Jun 26, 2019

Appeal Eviction in Arizona

Appealing an eviction judgment in Arizona is expensive, time consuming, and cumbersome. So much so that I've never seen a tenant successfully appeal an eviction judgment. However, Arizona law provides tenants the opportunity to appeal a forcible detainer (eviction) judgment.



There are two (2) main stages to the appeal process. The first stage of the process begins in the Justice Court; the second stage takes place in the Arizona Superior Court. All of the steps must be followed with exactness the appeal will be dismissed.

STAGE ONE - NOTICE OF APPEAL

A Notice of Appeal MUST be filed with the Justice Court within 5 calendar days of the judgment. There is no flexibility with this deadline! If you miss the deadline then you will not be able to proceed. 

Notice of Appeal Fee:A $75 appeal fee is paid to the Justice Court at the time the Notice of Appeal is filed. This fee includes the cost of a copy of the audio recorded proceedings, a certification of the appeal record, and the transmittal of the record on appeal to the Superior Court.

Cost Bond: On or before the deadline to appeal the cost bond must be paid. Currently the cost bond is set at $250. The purpose of this bond is to cover court costs incurred by the Appellee, (landlord) in defending the appeal.

Supersedeas Bond(s): One and Two: The purpose of the first supersedeas bond is to prevent enforcement of the judgment. Meaning the judgment creditor will not be able to try and collect on the judgment. For example, they are prevented from trying to garnish the tenants wages.

Supersedeas Bond Part Two: Payment of the second supersedeas bond will prevent any eviction proceeding resulting from an eviction action judgment.

It is not necessary for a tenant to post either of the two types of bonds. But they must post one or the other to prevent enforcement of the eviction judgment.

How much are the bonds? The amount of the bond is the total amount of the judgment ordered by the justice court, including court costs, attorney's fees, damages, etc. The purpose of this bond is to stay collection proceedings on the money judgment awarded. The stay becomes effective when the bond is posted.

The second supersedeas bond is used to stay the eviction proceedings enforced by a Writ of Restitution. The amount of the bond is the amount of rent due from the date of the judgment to the next periodic rental due date, plus court costs and attorney fees ordered in the judgment. To stay the eviction proceedings a supersedeas bond must be posted before the Writ of Restitution is enforced. The stay becomes active once the bond is paid, but cannot be retroactive if the Writ has already been executed.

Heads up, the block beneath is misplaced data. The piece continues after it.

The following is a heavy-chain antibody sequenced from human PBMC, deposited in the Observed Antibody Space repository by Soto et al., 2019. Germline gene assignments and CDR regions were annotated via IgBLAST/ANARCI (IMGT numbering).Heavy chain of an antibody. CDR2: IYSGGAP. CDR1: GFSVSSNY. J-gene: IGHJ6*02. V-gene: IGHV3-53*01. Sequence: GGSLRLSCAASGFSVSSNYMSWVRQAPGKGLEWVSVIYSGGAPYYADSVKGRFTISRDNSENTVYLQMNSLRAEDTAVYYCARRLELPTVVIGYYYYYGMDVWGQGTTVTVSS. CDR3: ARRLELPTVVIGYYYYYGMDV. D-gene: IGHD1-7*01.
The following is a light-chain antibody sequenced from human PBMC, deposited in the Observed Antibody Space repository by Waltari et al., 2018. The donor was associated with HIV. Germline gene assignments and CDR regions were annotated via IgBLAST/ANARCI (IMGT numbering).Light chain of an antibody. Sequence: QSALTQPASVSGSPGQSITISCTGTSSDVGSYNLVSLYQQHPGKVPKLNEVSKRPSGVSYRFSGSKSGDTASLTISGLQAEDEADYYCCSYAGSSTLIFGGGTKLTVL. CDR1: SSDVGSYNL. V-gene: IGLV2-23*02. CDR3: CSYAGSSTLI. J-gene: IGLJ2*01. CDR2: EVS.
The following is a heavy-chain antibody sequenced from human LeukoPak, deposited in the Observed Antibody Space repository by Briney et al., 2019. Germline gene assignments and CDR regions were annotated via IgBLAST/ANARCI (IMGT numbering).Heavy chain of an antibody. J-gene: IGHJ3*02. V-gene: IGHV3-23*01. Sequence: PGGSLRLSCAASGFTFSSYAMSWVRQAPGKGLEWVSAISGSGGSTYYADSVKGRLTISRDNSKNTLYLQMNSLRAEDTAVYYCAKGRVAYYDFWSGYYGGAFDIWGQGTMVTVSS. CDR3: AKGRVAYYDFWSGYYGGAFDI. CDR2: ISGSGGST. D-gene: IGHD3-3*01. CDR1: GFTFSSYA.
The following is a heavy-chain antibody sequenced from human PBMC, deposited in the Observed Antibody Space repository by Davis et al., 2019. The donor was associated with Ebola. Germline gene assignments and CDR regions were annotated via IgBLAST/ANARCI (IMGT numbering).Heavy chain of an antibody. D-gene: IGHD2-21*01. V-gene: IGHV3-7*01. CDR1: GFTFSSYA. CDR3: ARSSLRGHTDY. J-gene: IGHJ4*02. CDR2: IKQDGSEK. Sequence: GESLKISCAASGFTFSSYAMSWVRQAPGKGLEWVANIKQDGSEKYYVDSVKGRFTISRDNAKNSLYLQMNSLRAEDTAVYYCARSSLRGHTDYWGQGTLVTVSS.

Rent Payment: In addition to paying all the necessary fees and bonds, the tenant must continue to pay their rent during the appeal process. All rent payments must be paid to the justice court on or before the rental due date, pending the appeal process.  If the rent is not timely received, the plaintiff may pursue a Writ of Restitution for execution of the judgment for possession.

The Appeal Memorandum: The Appellant's memorandum is a written explanation of why the justice court ruling was legally wrong. This is where the tenant can provide a legal explanation for why the justice court's ruling was wrong. The memorandum should cite specific law and how it was inappropriately applied to the facts of the relevant case. The tenant's memorandum must be filed within 60 calendar days of the deadline to file the Notice of Appeal.

The landlord then has 30 days to file a response to the tenant's memorandum. Once both sides have filed their respective memorandum we must wait for further instruction from the Superior Court.

STAGE TWO - THE SUPERIOR COURT

About 60 days after the tenant files the memorandum, he or she will receive notice from the Superior Court instructing that a filing fee must be paid to the Superior Court.

Court's Ruling: After all of these steps have been completed, the parties will receive a written ruling from the Superior Court. The Superior Court can affirm the trial court, overrule the trial court, modify some of the trial court's decision, or, if the record is not clear order a new trial in the Superior Court.

If the final outcome of the case is that the original ruling stands, or if the tenant's appeal is dismissed for any reason, the court may use the bonds, deposit or payments made to satisfy the obligation under the original judgment.

If you need help from a real estate attorney then call Clint Dunaway at 480-389-6529 or email at clint@dunawaylg.com.